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Money, sociability and happiness : are developed countries doomed to social erosion and unhappiness?

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  • SARRACINO Francesco

Abstract

Discovering whether social capital endowments in modern societies have been subjected or not to a process of gradual erosion is one of the most debated topics in recent economic literature. Inaugurated by Putnam?s pioneering studies, the debate on social capital trends has been recently revived by Stevenson and Wolfers (2008) contending Easterlin?s assessment. Present work is aimed at finding evidence for the relationship between changes in social capital and subjective well-being in eight European countries and in Japan between 1980 and 2005. In particular, I would like to answer questions such as: 1) is social capital in western Europe, Canada, Australia and Japan declining? Is such erosion a general trend of modern and richer societies or is it a characteristic feature of the American one? 2) can social capital trend help explain subjective well-being trend? In so doing, present research considers three different set of proxies of social capital controlling for time and socio-demographic aspects using WVS-EVS data between 1980 and 2005. My results are encouraging, showing evidence of positive correlation between several proxies of social capital and both happiness and life satisfaction. Furthermore, my results show that during last twenty-five years people in some of the most modern and developed countries have persistently lost confidence in the judicial system, religious institutions, parliament and civil service.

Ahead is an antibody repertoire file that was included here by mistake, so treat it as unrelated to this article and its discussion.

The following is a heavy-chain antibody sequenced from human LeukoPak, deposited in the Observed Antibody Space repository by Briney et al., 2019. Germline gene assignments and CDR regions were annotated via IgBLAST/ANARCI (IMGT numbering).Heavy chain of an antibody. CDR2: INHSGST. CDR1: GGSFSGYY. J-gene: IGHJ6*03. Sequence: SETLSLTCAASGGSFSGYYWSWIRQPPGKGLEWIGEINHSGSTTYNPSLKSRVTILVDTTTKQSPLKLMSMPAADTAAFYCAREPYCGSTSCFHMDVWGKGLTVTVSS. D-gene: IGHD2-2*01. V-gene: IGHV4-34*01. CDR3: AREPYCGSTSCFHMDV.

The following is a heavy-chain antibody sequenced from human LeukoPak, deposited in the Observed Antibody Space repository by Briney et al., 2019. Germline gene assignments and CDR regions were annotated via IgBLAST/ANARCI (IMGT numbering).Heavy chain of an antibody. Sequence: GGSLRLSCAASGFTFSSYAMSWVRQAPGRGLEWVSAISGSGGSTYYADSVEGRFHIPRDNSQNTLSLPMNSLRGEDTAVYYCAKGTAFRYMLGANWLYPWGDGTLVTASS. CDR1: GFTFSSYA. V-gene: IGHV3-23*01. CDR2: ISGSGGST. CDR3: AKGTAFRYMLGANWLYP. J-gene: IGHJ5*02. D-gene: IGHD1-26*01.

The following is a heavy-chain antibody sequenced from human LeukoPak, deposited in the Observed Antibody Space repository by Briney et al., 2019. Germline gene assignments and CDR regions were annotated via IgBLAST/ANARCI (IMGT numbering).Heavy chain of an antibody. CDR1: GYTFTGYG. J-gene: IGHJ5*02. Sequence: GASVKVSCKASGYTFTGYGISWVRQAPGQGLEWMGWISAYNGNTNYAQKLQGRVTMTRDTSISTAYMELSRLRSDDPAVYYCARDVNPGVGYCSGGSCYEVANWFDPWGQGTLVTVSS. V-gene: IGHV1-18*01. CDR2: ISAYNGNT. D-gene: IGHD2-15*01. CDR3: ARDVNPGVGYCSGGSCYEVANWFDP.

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Paper provided by CEPS/INSTEAD in its series CEPS/INSTEAD Working Paper Series with number 2011-02.

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Length: 68 pages
Date of creation: Jan 2011
Date of revision:
Handle: RePEc:irs:cepswp:2011-02

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Keywords: subjective well-being; social capital; relational goods; Easterlin paradox; time-series; economic development; EVS; WVS;

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References

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  1. Stevenson, Betsey & Wolfers, Justin, 2008. "Economic Growth and Subjective Well-Being: Reassessing the Easterlin Paradox," CEPR Discussion Papers, C.E.P.R. Discussion Papers 6944, C.E.P.R. Discussion Papers.
  2. Di Tella, Rafael & Alesina, Alberto & MacCulloch, Robert, 2004. "Inequality and Happiness: Are Europeans and Americans Different?," Scholarly Articles 4553007, Harvard University Department of Economics.
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  10. BARTOLINI Stefano & BILANCINI Ennio & SARRACINO Francesco, 2010. "Predicting the Trend of Well-Being in Germany: How Much Do Comparisons, Adaptation and Sociability Matter?," CEPS/INSTEAD Working Paper Series, CEPS/INSTEAD 2010-07, CEPS/INSTEAD.
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  32. Charles Kenny, 2005. "Does Development Make You Happy? Subjective Wellbeing And Economic Growth In Developing Countries," Social Indicators Research, Springer, Springer, vol. 73(2), pages 199-219, 09.
  33. Sarracino, Francesco, 2010. "Social capital and subjective well-being trends: Comparing 11 western European countries," Journal of Behavioral and Experimental Economics (formerly The Journal of Socio-Economics), Elsevier, Elsevier, vol. 39(4), pages 482-517, August.
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Cited by:
  1. SARRACINO Francesco, 2011. "Richer in money, poorer in relationship and unhappy? Time series comparisons of social capital and well-being in Luxembourg," CEPS/INSTEAD Working Paper Series, CEPS/INSTEAD 2011-01, CEPS/INSTEAD.
  2. BARTOLINI Stefano & MIKUCKA Malgorzata & SARRACINO Francesco, 2012. "Money, Trust and Happiness in Transition Countries: Evidence from Time Series," CEPS/INSTEAD Working Paper Series, CEPS/INSTEAD 2012-04, CEPS/INSTEAD.
  3. Yamamura, Eiji, 2014. "Identity, Nostalgia and Happiness among Migrants: The Case of the Kōshien High School Baseball Tournament in Japan," MPRA Paper 53776, University Library of Munich, Germany.

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